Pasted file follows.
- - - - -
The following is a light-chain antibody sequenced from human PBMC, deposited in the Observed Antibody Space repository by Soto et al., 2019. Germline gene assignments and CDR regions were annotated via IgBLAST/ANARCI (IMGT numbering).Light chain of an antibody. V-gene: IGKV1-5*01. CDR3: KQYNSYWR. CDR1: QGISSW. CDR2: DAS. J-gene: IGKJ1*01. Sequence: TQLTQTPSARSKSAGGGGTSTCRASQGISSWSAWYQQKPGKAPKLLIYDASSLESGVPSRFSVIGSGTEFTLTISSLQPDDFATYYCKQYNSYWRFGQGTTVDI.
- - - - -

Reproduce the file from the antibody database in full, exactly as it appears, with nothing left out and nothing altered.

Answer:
The following is a light-chain antibody sequenced from human PBMC, deposited in the Observed Antibody Space repository by Soto et al., 2019. Germline gene assignments and CDR regions were annotated via IgBLAST/ANARCI (IMGT numbering).Light chain of an antibody. V-gene: IGKV1-5*01. CDR3: KQYNSYWR. CDR1: QGISSW. CDR2: DAS. J-gene: IGKJ1*01. Sequence: TQLTQTPSARSKSAGGGGTSTCRASQGISSWSAWYQQKPGKAPKLLIYDASSLESGVPSRFSVIGSGTEFTLTISSLQPDDFATYYCKQYNSYWRFGQGTTVDI.